You also need to make prospecting your full-time job. Whatever time you’re dedicating to your business, you need to use all (or nearly all) of that time to prospect for clients.

Not to study yet another writing course. Not to design your logo. Not to brainstorm business names.

Those are all stalling tactics.

#4: Effective Tools and Strategies
You don’t need to reinvent the wheel. Someone’s already created tools, strategies and techniques that work.

I’m talking about prospecting tools and techniques. Networking techniques. Call scripts. Prospect screening methods. Pricing formulas.

Learn from the pros. Do what they do. Apply their ideas exactly as taught … and then make them your own as you see what works and doesn’t work for you.

This might involve buying a training program or a set of swipe files from someone who’s achieved success in the business. Or investing in a paid workshop. Or taking a successful freelancer out to lunch.

And start adopting an entrepreneurial mindset by treating these as investments in your business, not as a “cost.”

#5: A Support System
Most of us can’t do this alone. And that’s hard to accept sometimes.

But it’s a rare thing for a new freelance writer or copywriter to do this on their own and achieve some level of success.

Most people need a support system:

  • A colleague who’s ahead of them and can provide ideas and advice.
  • A peer group of freelancers facing the same set of challenges.
  • An accountability partner who can help keep you on track.
  • A coach or mentor who can show you a faster path to success and keep you from making costly mistakes.

#6: Massive Action
Action alone will usually move you in the direction of your goals. But action alone won’t cut it. If you want to virtually guarantee your success, you need to commit to taking serious, focused and MASSIVE action.

And almost always, the intensity and frequency of that action is much greater than you think.

Whatever you think you need to do to get your business off the ground, figure on doing 2X the work.

And get to it right away!

Get Some Help 

Don’t go at it alone. It’s not worth the risk. Get some help. Find a guide, mentor or coach.

I know that sounds self-serving, but I’m telling you, it makes a world of difference.

It doesn’t have to be me. Just find someone — anyone!

And don’t think of this as a luxury. It’s a necessity if you want to give your business a fair chance

Don’t Let a Coin Dictate Your Future

clicktotweetNo matter your business, you can’t rely on your skill/expertise alone, to succeed. You need to plan. 

If you’re trying to get your commercial writing or copywriting business off the ground — or if you’ve already launched but are still struggling to break past that $1,500-per-month income ceiling — I may be able to help you.

My superpower is helping freelancers get their business off the ground quickly and with less risk.

I will work with you one-on-one and in a small-group setting to help you get results faster, land progressively better clients and gain serious momentum.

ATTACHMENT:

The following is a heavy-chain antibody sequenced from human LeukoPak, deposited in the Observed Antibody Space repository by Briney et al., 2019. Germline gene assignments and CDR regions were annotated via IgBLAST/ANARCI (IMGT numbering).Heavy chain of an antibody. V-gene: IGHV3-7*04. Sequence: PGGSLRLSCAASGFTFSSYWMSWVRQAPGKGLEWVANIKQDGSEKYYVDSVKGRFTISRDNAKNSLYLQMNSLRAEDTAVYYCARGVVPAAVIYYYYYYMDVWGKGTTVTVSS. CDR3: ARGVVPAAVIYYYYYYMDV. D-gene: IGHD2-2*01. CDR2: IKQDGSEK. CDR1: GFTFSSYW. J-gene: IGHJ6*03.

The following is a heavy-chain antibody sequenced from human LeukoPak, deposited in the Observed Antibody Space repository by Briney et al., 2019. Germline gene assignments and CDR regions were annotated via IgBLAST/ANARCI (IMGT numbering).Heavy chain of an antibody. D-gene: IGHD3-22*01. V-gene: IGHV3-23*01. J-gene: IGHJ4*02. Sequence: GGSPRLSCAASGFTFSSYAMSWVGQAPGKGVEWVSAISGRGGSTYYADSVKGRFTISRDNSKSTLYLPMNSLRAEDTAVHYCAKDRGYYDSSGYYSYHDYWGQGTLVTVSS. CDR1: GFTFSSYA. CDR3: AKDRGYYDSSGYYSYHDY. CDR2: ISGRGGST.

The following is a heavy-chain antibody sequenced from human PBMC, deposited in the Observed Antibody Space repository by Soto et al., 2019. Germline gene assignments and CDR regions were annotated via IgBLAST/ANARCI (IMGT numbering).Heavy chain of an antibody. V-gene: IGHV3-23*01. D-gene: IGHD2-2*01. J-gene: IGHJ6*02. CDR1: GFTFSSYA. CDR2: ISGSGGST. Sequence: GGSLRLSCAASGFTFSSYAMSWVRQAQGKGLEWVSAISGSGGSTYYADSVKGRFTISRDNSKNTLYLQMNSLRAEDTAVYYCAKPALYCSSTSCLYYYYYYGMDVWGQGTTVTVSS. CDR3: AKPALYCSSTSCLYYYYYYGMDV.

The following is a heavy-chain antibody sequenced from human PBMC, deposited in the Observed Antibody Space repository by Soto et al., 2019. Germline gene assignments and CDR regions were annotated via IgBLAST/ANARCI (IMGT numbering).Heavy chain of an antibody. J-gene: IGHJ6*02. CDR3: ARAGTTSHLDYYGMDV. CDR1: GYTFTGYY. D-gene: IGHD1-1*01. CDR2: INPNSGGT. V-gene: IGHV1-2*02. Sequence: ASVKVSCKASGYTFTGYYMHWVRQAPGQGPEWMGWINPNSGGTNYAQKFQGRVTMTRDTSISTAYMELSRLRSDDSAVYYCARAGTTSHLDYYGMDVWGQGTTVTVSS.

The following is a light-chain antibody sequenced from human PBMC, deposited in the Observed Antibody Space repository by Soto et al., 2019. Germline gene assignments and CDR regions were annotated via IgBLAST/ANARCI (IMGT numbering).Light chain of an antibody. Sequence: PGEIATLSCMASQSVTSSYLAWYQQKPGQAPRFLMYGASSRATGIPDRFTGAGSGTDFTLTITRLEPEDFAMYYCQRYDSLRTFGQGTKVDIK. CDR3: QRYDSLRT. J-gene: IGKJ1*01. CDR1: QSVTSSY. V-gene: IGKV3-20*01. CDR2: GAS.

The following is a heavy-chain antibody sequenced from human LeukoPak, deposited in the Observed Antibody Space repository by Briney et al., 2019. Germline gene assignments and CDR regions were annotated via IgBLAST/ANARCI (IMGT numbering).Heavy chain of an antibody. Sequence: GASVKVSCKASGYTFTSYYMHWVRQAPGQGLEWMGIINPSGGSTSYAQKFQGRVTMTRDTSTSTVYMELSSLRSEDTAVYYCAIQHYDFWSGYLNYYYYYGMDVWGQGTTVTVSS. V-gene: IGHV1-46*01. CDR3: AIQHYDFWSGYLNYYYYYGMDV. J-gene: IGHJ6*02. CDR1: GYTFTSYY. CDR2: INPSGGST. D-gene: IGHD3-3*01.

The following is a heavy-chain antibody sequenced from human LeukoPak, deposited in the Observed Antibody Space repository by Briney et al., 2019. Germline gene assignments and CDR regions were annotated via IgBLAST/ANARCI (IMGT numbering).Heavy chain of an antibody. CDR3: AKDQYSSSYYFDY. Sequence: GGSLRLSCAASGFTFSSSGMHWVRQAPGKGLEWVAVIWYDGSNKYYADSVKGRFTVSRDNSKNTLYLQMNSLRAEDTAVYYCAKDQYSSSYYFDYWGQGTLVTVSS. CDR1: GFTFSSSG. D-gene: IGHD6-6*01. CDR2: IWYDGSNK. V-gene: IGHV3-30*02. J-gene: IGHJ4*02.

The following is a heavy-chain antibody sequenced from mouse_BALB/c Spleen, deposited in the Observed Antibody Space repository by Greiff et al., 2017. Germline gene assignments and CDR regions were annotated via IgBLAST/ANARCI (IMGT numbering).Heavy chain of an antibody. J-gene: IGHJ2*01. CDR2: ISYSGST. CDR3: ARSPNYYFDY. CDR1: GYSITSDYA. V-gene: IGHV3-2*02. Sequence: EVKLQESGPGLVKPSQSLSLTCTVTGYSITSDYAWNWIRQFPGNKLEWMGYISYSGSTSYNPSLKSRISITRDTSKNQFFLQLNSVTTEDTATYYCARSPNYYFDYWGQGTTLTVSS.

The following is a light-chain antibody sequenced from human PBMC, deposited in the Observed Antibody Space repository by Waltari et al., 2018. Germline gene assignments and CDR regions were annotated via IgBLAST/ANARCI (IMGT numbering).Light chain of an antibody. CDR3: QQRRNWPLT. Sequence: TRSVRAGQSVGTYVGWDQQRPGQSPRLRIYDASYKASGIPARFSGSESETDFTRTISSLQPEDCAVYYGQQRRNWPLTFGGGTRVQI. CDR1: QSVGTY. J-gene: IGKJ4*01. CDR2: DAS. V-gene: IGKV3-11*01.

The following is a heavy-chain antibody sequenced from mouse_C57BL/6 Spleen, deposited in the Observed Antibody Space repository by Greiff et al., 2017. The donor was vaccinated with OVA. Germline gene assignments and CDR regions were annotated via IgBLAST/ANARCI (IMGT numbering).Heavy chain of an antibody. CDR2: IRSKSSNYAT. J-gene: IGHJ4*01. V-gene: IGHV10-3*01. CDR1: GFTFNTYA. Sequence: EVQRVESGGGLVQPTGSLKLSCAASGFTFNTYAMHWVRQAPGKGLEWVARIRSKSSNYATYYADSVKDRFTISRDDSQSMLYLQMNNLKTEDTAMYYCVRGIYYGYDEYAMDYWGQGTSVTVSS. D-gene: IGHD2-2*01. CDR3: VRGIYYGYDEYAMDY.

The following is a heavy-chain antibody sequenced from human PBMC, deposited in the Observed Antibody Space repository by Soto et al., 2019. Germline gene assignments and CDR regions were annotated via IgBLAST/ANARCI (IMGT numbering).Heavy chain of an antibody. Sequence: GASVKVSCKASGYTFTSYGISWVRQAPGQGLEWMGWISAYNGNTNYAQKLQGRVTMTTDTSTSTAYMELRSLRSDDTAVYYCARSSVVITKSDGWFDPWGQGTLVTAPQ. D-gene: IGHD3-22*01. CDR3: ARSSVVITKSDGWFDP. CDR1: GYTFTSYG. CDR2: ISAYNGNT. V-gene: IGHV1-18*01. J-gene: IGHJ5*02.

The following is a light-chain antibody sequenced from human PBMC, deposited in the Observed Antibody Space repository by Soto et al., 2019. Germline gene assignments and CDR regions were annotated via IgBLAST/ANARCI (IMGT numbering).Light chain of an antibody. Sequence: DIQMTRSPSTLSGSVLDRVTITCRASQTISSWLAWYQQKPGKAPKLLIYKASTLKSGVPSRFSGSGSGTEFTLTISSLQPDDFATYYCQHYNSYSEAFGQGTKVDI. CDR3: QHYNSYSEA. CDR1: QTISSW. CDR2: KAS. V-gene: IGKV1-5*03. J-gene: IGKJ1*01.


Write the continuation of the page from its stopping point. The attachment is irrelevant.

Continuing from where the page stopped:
In other words, I’ll help you get to a point where your business success is not determined by a coin toss.

I don’t make these personalized coaching and training opportunities available very often. But I’ve just opened a window. So if you fit the description above, this might be something you’ll want to explore.

You can learn more about it here.

This is not for everyone. There’s an application process, which involves a phone interview.

You have to be hungry. You have to be serious, focused and determined to make this business work.

Sound like you? Visit this page to learn more before all availability is taken.

  • Rachel

    Thanks for this Ed – I personally appreciate the “tough love” technique. You and I recently had a similar phone conversation and I can tell you that I have been more motivated in the last two weeks than I have been in the last six months.
    I have complete confidence that it won’t be long before one of the several dozen prospects I’ve approached will hand me my first check.

    • edgandia

      You’re welcome, Rachel! Great to hear that you’ve had some renewed motivation and a boost in confidence. Go get ’em! 🙂

  • I do totally agree with the small wins, and constant prospecting, that’s what starting to work for me. And then repeating what seemed to work. So it’s good to hear you say that and yes the confidence rises. And yes it’s totally appealing to go work on some design tweak or little fun distraction. The sales aspect is hard for most Creatives, so I think that’s why we sort of flake out that way.

    I do wish you had given us even an outline of the actual steps- I do get you are selling your program, but an outline of the steps and then of course save the “meat” or the “tofu” 😉 for your paid course. So that’s my only feedback.

    • edgandia

      Thanks for the feedback, Vivinne! Frankly, it’s *not* an issue of wanting to save the steps for my paid program. It’s more of an issue of keeping the episode focused and not too long.

      The steps take much longer to describe — not the kind of thing you can do justice in a few minutes. I could list them, but I think most listeners would have yearned for more detail.

      I have done whole webinars on those steps. Most have been free, some paid. And the paid ones were only $7. But all of them were 2-1/2 hours or more. I’ve found that it takes at least that long to go over them at a level of detail that will add real value to listeners.

  • Elizabeth O Mahony

    Hi super article and would love to do your course but as I am living in Ireland I wonder how relevant it would be this side of the Atlantic? I am attempting to break into this business as an alternative to teaching English and am already doing an on-line course but love your down to earth approach,I can see how your course could be beneficial and wonder if maybe the skills taught could be used online for the US market?

    • edgandia

      Hi Elizabeth — Thanks for your interest in my coaching program. Both the material and coaching I’ll provide you are relevant on both sides of the pond. I’ve had coaching clients from the UK, Australia, New Zealand, Canada … even ex-pats living in Asia.

      Not sure if you saw this, but I just opened the most affordable coaching opportunity I’ve ever offered. Here’s the info on that: http://www.b2blauncher.com/b2bprogram

      Thanks for checking out my podcast! 🙂